Refusing to drop its commitment to putting out a feature dealing with the persecution of Jews, Gaumont-British submitted the scenario for Jew Süss to the BBFC in November 1933. Based on Lion Feuchtwanger's best-selling 1925 novel Jud Süß and having had a successful run in London as a 1929 stage production, it seems likely that its status as legitimate culture — together with its historical setting — helped protect the script from the censor's knife. Mainly concerned with toning down assorted expressions of sexual desire deemed too direct, the BBFC recommended only minimal amendments, and the film went into production in early 1934 with the full financial weight of the company behind it. When completed, Jew Süss boasted a first-rate cast, finely detailed sets, and lavish costumes. With such production values, the film was guaranteed to attract significant critical attention, and every section of the British press — national, trade, local — devoted column space to reviews or photographic stills of notable scenes. Although notices were not uniformly gushing, many were extremely positive. Writing in the Evening Standard, a young John Betjeman declared it "undoubtedly the best film of the week" and praised Veidt's "outstanding performance." Some of the most complimentary comments came in the Jewish press. For the Jewish Times the piece was "one of the grandest films ever to be created," while the Jewish Chronicle labeled it "A Stupendous Production."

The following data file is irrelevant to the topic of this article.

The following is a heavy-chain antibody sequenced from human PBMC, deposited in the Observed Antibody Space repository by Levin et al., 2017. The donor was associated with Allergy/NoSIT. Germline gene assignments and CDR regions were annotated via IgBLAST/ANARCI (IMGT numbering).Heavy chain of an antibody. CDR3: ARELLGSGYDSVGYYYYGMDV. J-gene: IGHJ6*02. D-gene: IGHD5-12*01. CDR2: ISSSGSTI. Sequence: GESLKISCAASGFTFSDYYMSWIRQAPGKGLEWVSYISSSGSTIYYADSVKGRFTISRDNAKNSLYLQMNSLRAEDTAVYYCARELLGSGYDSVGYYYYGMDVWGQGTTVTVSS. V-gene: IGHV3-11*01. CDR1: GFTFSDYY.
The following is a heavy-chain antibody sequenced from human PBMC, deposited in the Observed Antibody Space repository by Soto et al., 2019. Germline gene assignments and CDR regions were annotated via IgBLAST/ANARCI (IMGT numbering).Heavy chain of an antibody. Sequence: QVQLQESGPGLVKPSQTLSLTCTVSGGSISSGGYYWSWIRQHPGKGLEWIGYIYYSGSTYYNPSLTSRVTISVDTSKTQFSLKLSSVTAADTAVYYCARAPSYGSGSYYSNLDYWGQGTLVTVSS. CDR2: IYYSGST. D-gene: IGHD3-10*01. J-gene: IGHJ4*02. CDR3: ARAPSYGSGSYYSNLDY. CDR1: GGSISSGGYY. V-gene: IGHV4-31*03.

For British Jews living during the interwar period, the significance of the exhibition of Jew Süss should not be underestimated. At that moment, Jewish communal concerns pertaining to the Nazi persecution of Jews and the turn to antisemitism by Oswald Mosley's British Union of Fascists might achieve sympathetic recognition on the national stage as a generalized non-Jewish public gained a deeper understanding of the victimization of Jews. Complicating any Jewish reception of the film, though, was the widely articulated contemporary stereotype that cinema was a Jewish monopoly. If Jew Süss were read as a tendentious promotion of particularist interests, it would fail the most elementary test of individualistic liberalism: universal relevance. A Jewish preoccupation with the non-Jewish majority's view of the film should thus be understood as integral to any assessment of its Jewish reception. Such concerns were clearly apparent in the output of the Jewish press, and unease with the film's potential status as propaganda was a notable feature of the discourse assessing it. To be sensitized to this minority orientation to majority opinion not only offers an understanding of the discursive context in which the consumption of Jew Süss took place but also provides an insight into what can be referred to as a British Jewish interwar "structure of feeling."